New Economics Papers
on Market Microstructure
Issue of 2009‒03‒07
seven papers chosen by
Thanos Verousis

  1. An Optimal Weight for Realized Variance Based on Intermittent High-Frequency Data By Hiroki Masuda; Takayuki Morimoto
  2. Modeling and Forecasting the Volatility of the Nikkei 225 Realized Volatility Using the ARFIMA-GARCH Model By Isao Ishida; Toshiaki Watanabe
  3. Nonparametric Stochastic Volatility By Federico M. Bandi; Roberto Reno
  4. Private information, stock markets, and exchange rates By Jacob Gyntelberg; Mico Loretan; Tientip Subhanij; Eric Chan
  5. Duration-Based Volatility Estimation By Torben G. Andersen; Dobrislav Dobrev; Ernst Schaumburg
  6. Semiparametric vector MEM By Fabrizio Cipollini; Robert F. Engle; Giampiero M. Gallo
  7. Asset prices and exchange rates: a time dependent approach By Giulia PICCILLO

  1. By: Hiroki Masuda; Takayuki Morimoto
    Abstract: In Japanese stock markets, there are two kinds of breaks, i.e., nighttime and lunch break, where we have no trading, entailing inevitable increase of variance in estimating daily volatility via naive realized variance (RV). In order to perform a much more stabilized estimation, we are concerned here with a modification of the weighting technique of Hansen and Lunde (2005). As an empirical study, we estimate optimal weights in a certain sense for Japanese stock data listed on the Tokyo Stock Exchange. We found that, in most stocks appropriate use of the optimally weighted RV can lead to remarkably smaller estimation variance compared with naive RV, hence substantially to more accurate forecasting of daily volatility.
    Keywords: high-frequency data, market microstructure noise, realized volatility, Japanese stock markets, variance of realized variance
    JEL: C19 C22 C51
    Date: 2009–02
  2. By: Isao Ishida; Toshiaki Watanabe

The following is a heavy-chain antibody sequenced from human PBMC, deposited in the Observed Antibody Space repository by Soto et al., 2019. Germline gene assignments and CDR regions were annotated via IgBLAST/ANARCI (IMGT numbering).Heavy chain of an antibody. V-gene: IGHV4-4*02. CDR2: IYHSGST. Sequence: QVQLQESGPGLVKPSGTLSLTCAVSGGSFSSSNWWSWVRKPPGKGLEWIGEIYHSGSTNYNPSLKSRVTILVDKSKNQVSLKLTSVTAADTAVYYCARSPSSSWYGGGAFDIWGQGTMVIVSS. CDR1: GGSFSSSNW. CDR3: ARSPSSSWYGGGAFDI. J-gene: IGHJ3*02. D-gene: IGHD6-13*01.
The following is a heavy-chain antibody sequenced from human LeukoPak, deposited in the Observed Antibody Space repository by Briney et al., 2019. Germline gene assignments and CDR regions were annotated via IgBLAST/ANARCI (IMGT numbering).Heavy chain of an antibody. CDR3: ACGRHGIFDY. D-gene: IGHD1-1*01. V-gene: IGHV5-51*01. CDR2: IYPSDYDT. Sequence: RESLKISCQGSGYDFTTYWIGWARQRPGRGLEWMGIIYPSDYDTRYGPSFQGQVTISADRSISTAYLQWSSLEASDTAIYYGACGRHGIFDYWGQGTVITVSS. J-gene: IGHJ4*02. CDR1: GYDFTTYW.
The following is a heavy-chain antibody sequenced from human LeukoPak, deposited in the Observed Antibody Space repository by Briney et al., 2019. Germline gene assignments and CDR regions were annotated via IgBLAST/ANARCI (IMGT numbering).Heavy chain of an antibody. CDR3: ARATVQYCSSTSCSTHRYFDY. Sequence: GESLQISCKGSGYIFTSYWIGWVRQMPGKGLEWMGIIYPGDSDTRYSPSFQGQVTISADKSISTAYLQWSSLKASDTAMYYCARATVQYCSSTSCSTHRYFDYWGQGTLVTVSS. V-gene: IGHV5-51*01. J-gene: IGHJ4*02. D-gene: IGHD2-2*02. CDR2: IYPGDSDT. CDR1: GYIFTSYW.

Abstract: In this paper, we apply the ARFIMA-GARCH model to the realized volatility and the continuous sample path variations constructed from high-frequency Nikkei 225 data. While the homoskedastic ARFIMA model performs excellently in predicting the Nikkei 225 realized volatility time series and their square-root and log transformations, the residuals of the model suggest presence of strong conditional heteroskedasticity similar to the finding of Corsi et al. (2007) for the realized S&P 500 futures volatility. An ARFIMA model augmented by a GARCH(1,1) specification for the error term largely captures this and substantially improves the fit to the data. In a multi-day forecasting setting, we also find some evidence of predictable time variation in the volatility of the Nikkei 225 volatility captured by the ARFIMA-GARCH model.
    Keywords: ARFIMA-GARCH, Volatility of realized volatility, Realized bipower variation, Jump detection, BDS test, Hong-Li test, High-frequency Nikkei 225 data
    JEL: C22 C53 G15
    Date: 2009–02
  3. By: Federico M. Bandi; Roberto Reno
    Abstract: Using recent advances in the nonparametric estimation of continuous-time processes under mild statistical assumptions as well as recent developments on nonparametric volatility estimation by virtue of market microstructure noise-contaminated high-frequency asset price data, we provide (i) a theory of spot variance estimation and (ii) functional methods for stochastic volatility modelling. Our methods allow for the joint evaluation of return and volatility dynamics with nonlinear drift and diffusion functions, nonlinear leverage effects, jumps in returns and volatility with possibly state-dependent jump intensities, as well as nonlinear risk-return trade-offs. Our identification approach and asymptotic results apply under weak recurrence assumptions and, hence, accommodate the persistence properties of variance in finite samples. Functional estimation of a generalized (i.e., nonlinear) version of the square-root stochastic variance model with jumps in both volatility and returns for the S&P500 index suggests the need for richer variance dynamics than in existing work. We find a linear specification for the variance's diffusive variance to be misspecified (and inferior to a more flexible CEV specification) even when allowing for jumps in the variance dynamics.
    Keywords: Spot variance, stochastic volatility, jumps in returns, jumps in volatility, leverage effects, risk-return trade-offs, kernel methods, recurrence, market microstructure noise.
    Date: 2009–03
  4. By: Jacob Gyntelberg; Mico Loretan; Tientip Subhanij; Eric Chan